Are you ready for Johnny to come marching home?
With substantial changes in U.S. foreign policy a certainty in the new Obama Administration, many more military service members will be coming home and, if able, returning to the workforce. Some may return with conditions requiring workplace accommodations. Others may require care from their employee relatives. Employers must grapple with these issues with a clear and complete understanding of both the Uniformed Services Employment and Reemployment Rights Act (“USERRA”) and new military family member rights in the Family Medical Leave Act (“FMLA”). Employers who fail to appropriately meet these legal challenges are likely to find themselves in costly and difficult-to-defend litigation. Chance favors the well-prepared!
Perhaps because it has historically applied to only a small number of employees, USERRA is not well-understood as anything but a “leave law.” USERRA, however, actually provides more robust rights against discrimination and harassment than Title VII of the Civil Rights Acts of 1964 (“Title VII”) and imposes stronger accommodation duties than the Americans With Disabilities Act (“ADA”). Combine these realities with the fact that a violation of the FMLA may result in liability not only for the employer but for individual managers or owners who wrongfully deny FMLA rights, and you have a very potent set of obligations. Failure to understand these rights well enough to administer them properly can lead to serious financial consequences.
So how do you get ahead of the many issues surrounding the return of uniformed service member employees?
Review and Amend Policies
Military and family military leave policies must be reviewed and recrafted to ensure they are both complete and up-to-date with current regulations. Many employers have little more than generic “Military Leave” and obsolete FMLA policies. Written succinctly and without duplicating complex regulations, employers should have both FMLA and “Rights of Uniformed Service Members” policies that describe the full set of rights granted by these statutes while setting up understandable internal mechanisms to pursue them.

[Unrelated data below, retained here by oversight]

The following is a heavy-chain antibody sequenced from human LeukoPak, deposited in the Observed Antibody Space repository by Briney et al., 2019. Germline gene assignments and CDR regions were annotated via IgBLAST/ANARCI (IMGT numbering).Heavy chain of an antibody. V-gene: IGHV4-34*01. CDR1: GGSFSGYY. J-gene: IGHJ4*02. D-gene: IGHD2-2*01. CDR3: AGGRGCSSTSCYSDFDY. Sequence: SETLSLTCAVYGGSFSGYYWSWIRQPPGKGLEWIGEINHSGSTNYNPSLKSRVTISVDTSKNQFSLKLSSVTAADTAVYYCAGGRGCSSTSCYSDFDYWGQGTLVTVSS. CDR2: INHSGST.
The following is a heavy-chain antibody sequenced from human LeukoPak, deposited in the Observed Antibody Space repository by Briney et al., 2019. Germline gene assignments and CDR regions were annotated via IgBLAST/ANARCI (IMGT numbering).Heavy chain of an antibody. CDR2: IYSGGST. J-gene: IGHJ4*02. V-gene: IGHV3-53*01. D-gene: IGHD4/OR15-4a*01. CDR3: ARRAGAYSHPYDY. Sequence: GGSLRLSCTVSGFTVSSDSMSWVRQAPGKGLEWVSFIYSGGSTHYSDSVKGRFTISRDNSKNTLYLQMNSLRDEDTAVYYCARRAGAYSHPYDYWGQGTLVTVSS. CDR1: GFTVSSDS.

Train Front-Line Management
Front-line managers - particularly those with scheduling responsibilities - should be trained on the full scope of rights under USERRA, the amended FMLA, and state law. Lawsuits often happen based on workplace interactions that ownership, in-house counsel and/or human resources personnel never even learn of until too late. Ensuring that front-line supervisors understand their employees’ rights well enough to know when they have an issue, and encouraging them to immediately seek help, is critical to avoiding nightmare scenarios.
Support Human Resources
To say that FMLA and USERRA regulations are a “tough read” is a serious understatement. Understanding and translating their complexities into practical forms and procedures is a significant job. Yet when human resources is faced with how to respond to employees seeking to assert USERRA and FMLA rights, they must be prepared. Human resources personnel should themselves be well-trained and educated on the new and powerful menu of rights that the combined USERRA and FMLA provide military employees and their family members. Given the complexity, however, they cannot realistically be required to navigate all issues unassisted and should have access to legal guidance.
Anticipate the Human Factor
Finally, it is critical to recognize that even when a military leave issue is confronted head-on, any negative reactions by coworkers can create a “hostile environment.” Resentments arise when military leave issues are dealt with “on the fly” or by managers and coworkers who don’t understand how or why they need to make adjustments. A scramble that inconveniences others inevitably leads to problems. By contrast, where there are established systems for accommodating these issues, resentment and hostility is much less likely. It is therefore critical for the workforce to understand, through clearly communicated policies and firmly administered procedures and practices, both the rights provided to military personnel and their family members and that the employer honors those rights. Even then, top management must be vigilant to nip any resentment in the bud.
Jon Zimring is a partner in the Chicago office of the law firm Duane Morris LLP.
To read an extended version of this piece, go here.